Now the most audacious display of support for Snowden is under way. Messages calling for his pardon are being beamed on to the outside wall of the Newseum, the Washington institution devoted to freedom of speech and the press that stands less than two miles from the White House.
The event is a guerrilla action carried out without the knowledge or approval of the Newseum itself, though the organisers of the stunt from the Pardon Snowden campaign are hoping they will be given a sympathetic reception.
“We sincerely hope that the Newseum supports what we are doing as an affirmation of the significance of a free press,” Noa Yachot, the campaign’s director, told the Guardian before the event.
Almost 4,000 messages backing Snowden’s decision to expose mass government surveillance of emails and phone calls have been gathered by the campaign, from across the US and around the world.
The messages include this one, from Casey: “I’m a 69-year-old vet and applaud your guts, we owe you lots and let’s hope you can come home to your family and friends.”
And this, from Tess: “Ed, I’m on your side. You’re a hero and an example of what it means to be an American. Thank you for making such an incredible sacrifice in order that we might move a bit more toward the truth.”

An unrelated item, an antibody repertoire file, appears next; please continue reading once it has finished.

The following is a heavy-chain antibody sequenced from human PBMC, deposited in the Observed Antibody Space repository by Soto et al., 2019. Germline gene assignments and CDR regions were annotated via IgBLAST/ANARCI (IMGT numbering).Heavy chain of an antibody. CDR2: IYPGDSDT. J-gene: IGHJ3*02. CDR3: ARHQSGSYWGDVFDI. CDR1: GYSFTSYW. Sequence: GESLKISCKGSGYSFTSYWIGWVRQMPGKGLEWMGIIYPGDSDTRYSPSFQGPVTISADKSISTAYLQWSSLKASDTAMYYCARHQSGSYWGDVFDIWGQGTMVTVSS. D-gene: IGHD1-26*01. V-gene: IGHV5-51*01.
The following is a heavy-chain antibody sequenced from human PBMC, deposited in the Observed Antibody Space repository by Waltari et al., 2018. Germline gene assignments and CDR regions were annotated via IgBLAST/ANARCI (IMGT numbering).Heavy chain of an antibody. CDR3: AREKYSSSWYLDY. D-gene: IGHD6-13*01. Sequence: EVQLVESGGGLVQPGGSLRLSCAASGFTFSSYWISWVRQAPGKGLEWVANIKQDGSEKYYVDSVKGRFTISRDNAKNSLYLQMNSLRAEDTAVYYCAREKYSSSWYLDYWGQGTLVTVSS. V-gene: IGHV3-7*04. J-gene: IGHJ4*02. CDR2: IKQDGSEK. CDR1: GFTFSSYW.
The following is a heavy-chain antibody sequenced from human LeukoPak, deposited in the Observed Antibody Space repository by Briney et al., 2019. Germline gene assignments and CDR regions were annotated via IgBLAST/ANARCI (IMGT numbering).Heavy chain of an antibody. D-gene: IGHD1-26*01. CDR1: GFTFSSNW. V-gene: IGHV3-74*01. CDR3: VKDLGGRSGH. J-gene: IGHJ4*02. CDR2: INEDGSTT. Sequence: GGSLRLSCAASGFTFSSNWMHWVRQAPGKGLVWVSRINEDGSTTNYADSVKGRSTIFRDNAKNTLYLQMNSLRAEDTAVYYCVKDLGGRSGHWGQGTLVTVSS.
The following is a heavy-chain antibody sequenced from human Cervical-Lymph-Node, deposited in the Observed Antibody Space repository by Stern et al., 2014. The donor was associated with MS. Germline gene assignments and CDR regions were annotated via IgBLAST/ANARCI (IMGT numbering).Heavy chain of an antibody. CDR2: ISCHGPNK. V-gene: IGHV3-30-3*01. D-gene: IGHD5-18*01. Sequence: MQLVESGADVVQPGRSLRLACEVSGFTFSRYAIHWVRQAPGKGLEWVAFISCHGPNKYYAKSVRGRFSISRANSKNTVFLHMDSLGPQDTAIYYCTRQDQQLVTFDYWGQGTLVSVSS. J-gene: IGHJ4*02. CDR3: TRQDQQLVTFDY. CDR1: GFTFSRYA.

Frank offers: “True patriotism: speaking up when your government loses its moral compass.”
The messages are being projected onto the 74ft-high marble tablet that is attached to the facade of the Newseum and which has the words of the first amendment carved into it.
Written in 1791 as part of the bill of rights, it states: “Congress shall make no law respecting an establishment of religion, or prohibiting the free exercise thereof; or abridging the freedom of speech, or of the press; or the right of the people peaceably to assemble, and to petition the Government for a redress of grievances.”
Saturday night’s action in Washington comes at a critical time for Snowden, who remains in exile in Russia where he has been granted asylum, having been charged in the US with offences under the Espionage Act.
Obama has less than six weeks left in office, meaning that if he is to use his power to pardon the whistleblower or extend some other form of leniency that would allow him to come home, he has to do so quickly.
Obama’s successor, President-elect Donald Trump, has hinted that he would sooner see Snowden executed than pardoned.
Yachot said the Newseum had been chosen as the location of the guerrilla action as a way of highlighting Snowden’s careful and responsible use of global news organisations as a way of disseminating his leaks.
“Snowden’s work with journalists, including the Guardian, enabled the release of information into the public domain,” she said. “It showed that we need a strong and adversarial media, working with whistleblowers, to inform the public about what the government is doing without anyone’s knowledge.”
Yachot added that though time was running out, history suggested that US presidents often reserved their most contentious pardons until the last minute.
“There are only six weeks left,” she said, “but we know that controversial pardons often come at the end of a president’s term, so we are still hoping.”
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